• Plans? So, use this answer as a guide but use a larger (say 2.5 inch) close nipple to mount a back-to-back 6x6 junction box there. Then later you can easily use short straight bits of EMT over the drywall to mount your charger, energy monitor, and an outlet.
    – jay613
    Dec 17, 2022 at 12:25
  • Put differently, use a large enough enclosure for your energy monitor that it can also serve as a pull box for the adjacent charger.
    – jay613
    Dec 17, 2022 at 12:33
  • @jay613 just realized you posted the Emporia Vue question that I drew inspiration for my planned setup. In my panel, there's no room for the large CTs and have to go with Rogowski coils. Those, along with its power supply and everything else - I went for a spacious 10x10x4 enclosure, with a chunky 1.5" rigid pullthrough elbow and 2x rigid chase nipples to join the enclosures. The elbow would come straight out of the panel knockout, and aim up to the bottom of the 10x10x4 enclosure. Hadn't thought about comingling all of this together.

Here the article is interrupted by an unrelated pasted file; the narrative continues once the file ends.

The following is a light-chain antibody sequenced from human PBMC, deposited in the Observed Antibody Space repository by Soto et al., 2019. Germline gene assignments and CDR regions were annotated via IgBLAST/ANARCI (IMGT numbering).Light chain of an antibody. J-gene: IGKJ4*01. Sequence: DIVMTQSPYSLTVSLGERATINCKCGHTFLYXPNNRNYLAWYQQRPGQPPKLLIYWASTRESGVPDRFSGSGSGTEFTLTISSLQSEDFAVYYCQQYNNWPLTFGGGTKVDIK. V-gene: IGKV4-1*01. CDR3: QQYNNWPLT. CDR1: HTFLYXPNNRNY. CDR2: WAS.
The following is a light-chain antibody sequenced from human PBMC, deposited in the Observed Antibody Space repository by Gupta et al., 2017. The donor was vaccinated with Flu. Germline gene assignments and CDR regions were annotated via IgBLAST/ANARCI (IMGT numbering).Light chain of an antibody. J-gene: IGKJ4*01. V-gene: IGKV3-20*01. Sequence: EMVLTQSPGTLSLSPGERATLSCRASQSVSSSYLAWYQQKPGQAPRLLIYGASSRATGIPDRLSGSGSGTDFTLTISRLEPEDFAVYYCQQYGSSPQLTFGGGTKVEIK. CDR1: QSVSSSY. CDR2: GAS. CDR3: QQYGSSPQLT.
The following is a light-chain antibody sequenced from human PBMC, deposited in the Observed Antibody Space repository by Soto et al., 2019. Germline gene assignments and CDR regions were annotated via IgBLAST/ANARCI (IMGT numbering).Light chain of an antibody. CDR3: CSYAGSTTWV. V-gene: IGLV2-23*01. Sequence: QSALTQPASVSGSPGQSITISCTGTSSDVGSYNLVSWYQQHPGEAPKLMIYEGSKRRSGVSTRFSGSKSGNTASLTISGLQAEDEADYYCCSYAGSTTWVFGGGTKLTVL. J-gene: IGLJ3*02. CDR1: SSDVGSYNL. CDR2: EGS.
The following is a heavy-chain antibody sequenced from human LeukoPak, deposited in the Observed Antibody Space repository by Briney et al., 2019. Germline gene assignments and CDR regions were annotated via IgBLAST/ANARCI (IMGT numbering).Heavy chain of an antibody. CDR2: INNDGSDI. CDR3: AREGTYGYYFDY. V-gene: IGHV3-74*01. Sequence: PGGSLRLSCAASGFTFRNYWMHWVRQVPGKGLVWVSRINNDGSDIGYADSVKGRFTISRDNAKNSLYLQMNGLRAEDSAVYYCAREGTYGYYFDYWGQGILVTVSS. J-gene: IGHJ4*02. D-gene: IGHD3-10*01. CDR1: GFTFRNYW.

– alan
    Dec 18, 2022 at 4:37

assuming the wires you want to use will fit inside the conduit according to conduit fill rules then yes using two 90 degree elbows is allowed, but they need to be large radius ones. this will not prevent you from installing drywall at some future time (a pull elbow or conduit body would prevent that)

The hole in the back of the EVSE is 1-3/8" which is the hole size for 1" conduit so it may make sense to use that conduit size, else you'll be trying to drill a 1-1/8" hole in the break-out or messing with hole reducers.

Cutting a larger hole in your panel box is specifically permitted if there is no convenient 1-3/8" knock-out available.

It appears that the EVSE needs a earth connection so you many need to use an earth nut with the conduit or just ran a bare copper wire inside the conduit to the earth bar inside the panel.

  • I believe the EVSE has indentations for both 1 3/8" and 1-1/8". For 2x 6g THHN and 1x 10g THHN in 3/4", that puts it at a 22% fill radius.
    – alan
    Dec 16, 2022 at 15:56
  • @jasen can you elaborate on what you mean by "pull elbow or conduit body will prevent from installing drywall but large radius 90 won't"?
    – Matt
    Jul 6, 2023 at 3:26
  • conduit bodies and pull elbows need to accessable: you're not allowed to drywall over them.
    – Jasen
    Jul 6, 2023 at 7:25